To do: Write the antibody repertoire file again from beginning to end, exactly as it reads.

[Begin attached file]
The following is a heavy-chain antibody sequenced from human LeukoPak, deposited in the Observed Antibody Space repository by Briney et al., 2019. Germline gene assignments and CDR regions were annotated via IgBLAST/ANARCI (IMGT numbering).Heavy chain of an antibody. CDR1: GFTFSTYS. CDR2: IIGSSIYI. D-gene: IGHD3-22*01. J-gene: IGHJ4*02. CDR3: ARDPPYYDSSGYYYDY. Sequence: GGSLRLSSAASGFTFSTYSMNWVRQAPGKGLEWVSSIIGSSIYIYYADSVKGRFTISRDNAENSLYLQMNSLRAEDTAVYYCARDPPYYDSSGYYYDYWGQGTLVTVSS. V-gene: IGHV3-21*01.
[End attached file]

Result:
The following is a heavy-chain antibody sequenced from human LeukoPak, deposited in the Observed Antibody Space repository by Briney et al., 2019. Germline gene assignments and CDR regions were annotated via IgBLAST/ANARCI (IMGT numbering).Heavy chain of an antibody. CDR1: GFTFSTYS. CDR2: IIGSSIYI. D-gene: IGHD3-22*01. J-gene: IGHJ4*02. CDR3: ARDPPYYDSSGYYYDY. Sequence: GGSLRLSSAASGFTFSTYSMNWVRQAPGKGLEWVSSIIGSSIYIYYADSVKGRFTISRDNAENSLYLQMNSLRAEDTAVYYCARDPPYYDSSGYYYDYWGQGTLVTVSS. V-gene: IGHV3-21*01.